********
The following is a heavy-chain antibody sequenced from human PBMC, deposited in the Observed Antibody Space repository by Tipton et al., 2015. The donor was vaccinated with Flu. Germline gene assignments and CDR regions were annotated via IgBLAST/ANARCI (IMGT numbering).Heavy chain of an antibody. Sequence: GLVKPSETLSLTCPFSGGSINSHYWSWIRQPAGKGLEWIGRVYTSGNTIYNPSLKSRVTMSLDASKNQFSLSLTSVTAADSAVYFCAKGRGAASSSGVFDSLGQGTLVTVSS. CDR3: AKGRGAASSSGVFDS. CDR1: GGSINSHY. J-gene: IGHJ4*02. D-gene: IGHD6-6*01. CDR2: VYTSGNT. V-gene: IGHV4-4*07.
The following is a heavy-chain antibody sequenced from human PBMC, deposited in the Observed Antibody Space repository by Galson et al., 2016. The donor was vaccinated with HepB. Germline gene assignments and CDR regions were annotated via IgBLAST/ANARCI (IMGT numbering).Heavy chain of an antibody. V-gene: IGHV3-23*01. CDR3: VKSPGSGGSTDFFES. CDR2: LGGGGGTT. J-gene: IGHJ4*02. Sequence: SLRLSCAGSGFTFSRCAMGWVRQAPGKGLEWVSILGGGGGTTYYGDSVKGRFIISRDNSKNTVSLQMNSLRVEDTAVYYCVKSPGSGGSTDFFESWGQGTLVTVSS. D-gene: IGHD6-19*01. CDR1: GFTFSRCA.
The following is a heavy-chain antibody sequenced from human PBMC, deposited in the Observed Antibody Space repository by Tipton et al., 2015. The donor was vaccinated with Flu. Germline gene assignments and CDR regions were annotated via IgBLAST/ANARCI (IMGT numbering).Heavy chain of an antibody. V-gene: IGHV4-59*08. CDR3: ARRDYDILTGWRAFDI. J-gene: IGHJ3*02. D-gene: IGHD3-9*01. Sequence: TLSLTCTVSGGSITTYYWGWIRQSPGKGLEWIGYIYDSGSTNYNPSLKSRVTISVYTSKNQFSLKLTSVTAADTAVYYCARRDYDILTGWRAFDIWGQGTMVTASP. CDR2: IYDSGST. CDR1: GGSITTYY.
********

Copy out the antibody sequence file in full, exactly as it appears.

The following is a heavy-chain antibody sequenced from human PBMC, deposited in the Observed Antibody Space repository by Tipton et al., 2015. The donor was vaccinated with Flu. Germline gene assignments and CDR regions were annotated via IgBLAST/ANARCI (IMGT numbering).Heavy chain of an antibody. Sequence: GLVKPSETLSLTCPFSGGSINSHYWSWIRQPAGKGLEWIGRVYTSGNTIYNPSLKSRVTMSLDASKNQFSLSLTSVTAADSAVYFCAKGRGAASSSGVFDSLGQGTLVTVSS. CDR3: AKGRGAASSSGVFDS. CDR1: GGSINSHY. J-gene: IGHJ4*02. D-gene: IGHD6-6*01. CDR2: VYTSGNT. V-gene: IGHV4-4*07.
The following is a heavy-chain antibody sequenced from human PBMC, deposited in the Observed Antibody Space repository by Galson et al., 2016. The donor was vaccinated with HepB. Germline gene assignments and CDR regions were annotated via IgBLAST/ANARCI (IMGT numbering).Heavy chain of an antibody. V-gene: IGHV3-23*01. CDR3: VKSPGSGGSTDFFES. CDR2: LGGGGGTT. J-gene: IGHJ4*02. Sequence: SLRLSCAGSGFTFSRCAMGWVRQAPGKGLEWVSILGGGGGTTYYGDSVKGRFIISRDNSKNTVSLQMNSLRVEDTAVYYCVKSPGSGGSTDFFESWGQGTLVTVSS. D-gene: IGHD6-19*01. CDR1: GFTFSRCA.
The following is a heavy-chain antibody sequenced from human PBMC, deposited in the Observed Antibody Space repository by Tipton et al., 2015. The donor was vaccinated with Flu. Germline gene assignments and CDR regions were annotated via IgBLAST/ANARCI (IMGT numbering).Heavy chain of an antibody. V-gene: IGHV4-59*08. CDR3: ARRDYDILTGWRAFDI. J-gene: IGHJ3*02. D-gene: IGHD3-9*01. Sequence: TLSLTCTVSGGSITTYYWGWIRQSPGKGLEWIGYIYDSGSTNYNPSLKSRVTISVYTSKNQFSLKLTSVTAADTAVYYCARRDYDILTGWRAFDIWGQGTMVTASP. CDR2: IYDSGST. CDR1: GGSITTYY.